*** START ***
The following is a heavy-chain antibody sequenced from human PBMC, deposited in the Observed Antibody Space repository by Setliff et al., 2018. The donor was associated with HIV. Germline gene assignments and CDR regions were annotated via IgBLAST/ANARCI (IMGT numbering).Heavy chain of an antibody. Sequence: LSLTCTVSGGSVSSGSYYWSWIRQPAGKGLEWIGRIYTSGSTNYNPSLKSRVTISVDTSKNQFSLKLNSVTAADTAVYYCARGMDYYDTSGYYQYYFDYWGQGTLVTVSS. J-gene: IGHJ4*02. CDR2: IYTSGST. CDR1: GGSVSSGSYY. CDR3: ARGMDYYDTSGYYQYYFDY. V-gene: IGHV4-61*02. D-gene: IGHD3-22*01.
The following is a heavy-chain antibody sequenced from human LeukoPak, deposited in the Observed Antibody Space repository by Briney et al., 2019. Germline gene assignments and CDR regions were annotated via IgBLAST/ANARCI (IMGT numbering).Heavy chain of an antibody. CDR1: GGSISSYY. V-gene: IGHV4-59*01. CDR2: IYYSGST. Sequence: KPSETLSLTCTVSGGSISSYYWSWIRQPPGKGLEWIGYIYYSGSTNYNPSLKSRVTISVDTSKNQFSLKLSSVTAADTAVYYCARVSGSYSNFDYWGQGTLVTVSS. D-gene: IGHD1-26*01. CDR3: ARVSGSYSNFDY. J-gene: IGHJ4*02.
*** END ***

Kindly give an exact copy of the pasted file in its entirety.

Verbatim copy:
The following is a heavy-chain antibody sequenced from human PBMC, deposited in the Observed Antibody Space repository by Setliff et al., 2018. The donor was associated with HIV. Germline gene assignments and CDR regions were annotated via IgBLAST/ANARCI (IMGT numbering).Heavy chain of an antibody. Sequence: LSLTCTVSGGSVSSGSYYWSWIRQPAGKGLEWIGRIYTSGSTNYNPSLKSRVTISVDTSKNQFSLKLNSVTAADTAVYYCARGMDYYDTSGYYQYYFDYWGQGTLVTVSS. J-gene: IGHJ4*02. CDR2: IYTSGST. CDR1: GGSVSSGSYY. CDR3: ARGMDYYDTSGYYQYYFDY. V-gene: IGHV4-61*02. D-gene: IGHD3-22*01.
The following is a heavy-chain antibody sequenced from human LeukoPak, deposited in the Observed Antibody Space repository by Briney et al., 2019. Germline gene assignments and CDR regions were annotated via IgBLAST/ANARCI (IMGT numbering).Heavy chain of an antibody. CDR1: GGSISSYY. V-gene: IGHV4-59*01. CDR2: IYYSGST. Sequence: KPSETLSLTCTVSGGSISSYYWSWIRQPPGKGLEWIGYIYYSGSTNYNPSLKSRVTISVDTSKNQFSLKLSSVTAADTAVYYCARVSGSYSNFDYWGQGTLVTVSS. D-gene: IGHD1-26*01. CDR3: ARVSGSYSNFDY. J-gene: IGHJ4*02.